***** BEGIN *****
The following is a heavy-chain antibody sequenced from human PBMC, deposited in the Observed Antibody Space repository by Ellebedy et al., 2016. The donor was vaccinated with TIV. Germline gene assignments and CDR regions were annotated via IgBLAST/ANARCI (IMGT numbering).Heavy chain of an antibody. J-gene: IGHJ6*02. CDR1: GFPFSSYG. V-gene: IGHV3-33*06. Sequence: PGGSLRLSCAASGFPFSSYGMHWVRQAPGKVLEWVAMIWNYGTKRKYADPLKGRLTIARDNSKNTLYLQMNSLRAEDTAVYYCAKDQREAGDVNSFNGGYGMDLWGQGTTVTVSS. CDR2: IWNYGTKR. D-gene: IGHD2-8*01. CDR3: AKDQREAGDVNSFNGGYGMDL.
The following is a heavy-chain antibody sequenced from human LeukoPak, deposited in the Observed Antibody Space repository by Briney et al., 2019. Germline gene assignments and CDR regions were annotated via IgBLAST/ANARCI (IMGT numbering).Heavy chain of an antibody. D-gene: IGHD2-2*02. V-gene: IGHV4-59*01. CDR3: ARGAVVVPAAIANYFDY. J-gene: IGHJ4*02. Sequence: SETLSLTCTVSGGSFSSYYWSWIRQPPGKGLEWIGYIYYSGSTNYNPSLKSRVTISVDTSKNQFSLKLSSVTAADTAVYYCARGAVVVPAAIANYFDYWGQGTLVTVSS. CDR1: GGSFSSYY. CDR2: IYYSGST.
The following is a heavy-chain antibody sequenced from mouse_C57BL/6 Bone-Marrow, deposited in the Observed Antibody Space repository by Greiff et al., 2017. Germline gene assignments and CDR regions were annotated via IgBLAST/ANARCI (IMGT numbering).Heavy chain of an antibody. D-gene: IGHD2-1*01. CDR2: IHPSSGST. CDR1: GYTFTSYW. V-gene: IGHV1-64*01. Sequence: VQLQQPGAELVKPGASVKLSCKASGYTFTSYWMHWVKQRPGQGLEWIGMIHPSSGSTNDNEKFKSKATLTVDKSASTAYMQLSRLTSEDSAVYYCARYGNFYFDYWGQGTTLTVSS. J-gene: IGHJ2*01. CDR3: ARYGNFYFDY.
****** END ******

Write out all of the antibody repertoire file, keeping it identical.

The following is a heavy-chain antibody sequenced from human PBMC, deposited in the Observed Antibody Space repository by Ellebedy et al., 2016. The donor was vaccinated with TIV. Germline gene assignments and CDR regions were annotated via IgBLAST/ANARCI (IMGT numbering).Heavy chain of an antibody. J-gene: IGHJ6*02. CDR1: GFPFSSYG. V-gene: IGHV3-33*06. Sequence: PGGSLRLSCAASGFPFSSYGMHWVRQAPGKVLEWVAMIWNYGTKRKYADPLKGRLTIARDNSKNTLYLQMNSLRAEDTAVYYCAKDQREAGDVNSFNGGYGMDLWGQGTTVTVSS. CDR2: IWNYGTKR. D-gene: IGHD2-8*01. CDR3: AKDQREAGDVNSFNGGYGMDL.
The following is a heavy-chain antibody sequenced from human LeukoPak, deposited in the Observed Antibody Space repository by Briney et al., 2019. Germline gene assignments and CDR regions were annotated via IgBLAST/ANARCI (IMGT numbering).Heavy chain of an antibody. D-gene: IGHD2-2*02. V-gene: IGHV4-59*01. CDR3: ARGAVVVPAAIANYFDY. J-gene: IGHJ4*02. Sequence: SETLSLTCTVSGGSFSSYYWSWIRQPPGKGLEWIGYIYYSGSTNYNPSLKSRVTISVDTSKNQFSLKLSSVTAADTAVYYCARGAVVVPAAIANYFDYWGQGTLVTVSS. CDR1: GGSFSSYY. CDR2: IYYSGST.
The following is a heavy-chain antibody sequenced from mouse_C57BL/6 Bone-Marrow, deposited in the Observed Antibody Space repository by Greiff et al., 2017. Germline gene assignments and CDR regions were annotated via IgBLAST/ANARCI (IMGT numbering).Heavy chain of an antibody. D-gene: IGHD2-1*01. CDR2: IHPSSGST. CDR1: GYTFTSYW. V-gene: IGHV1-64*01. Sequence: VQLQQPGAELVKPGASVKLSCKASGYTFTSYWMHWVKQRPGQGLEWIGMIHPSSGSTNDNEKFKSKATLTVDKSASTAYMQLSRLTSEDSAVYYCARYGNFYFDYWGQGTTLTVSS. J-gene: IGHJ2*01. CDR3: ARYGNFYFDY.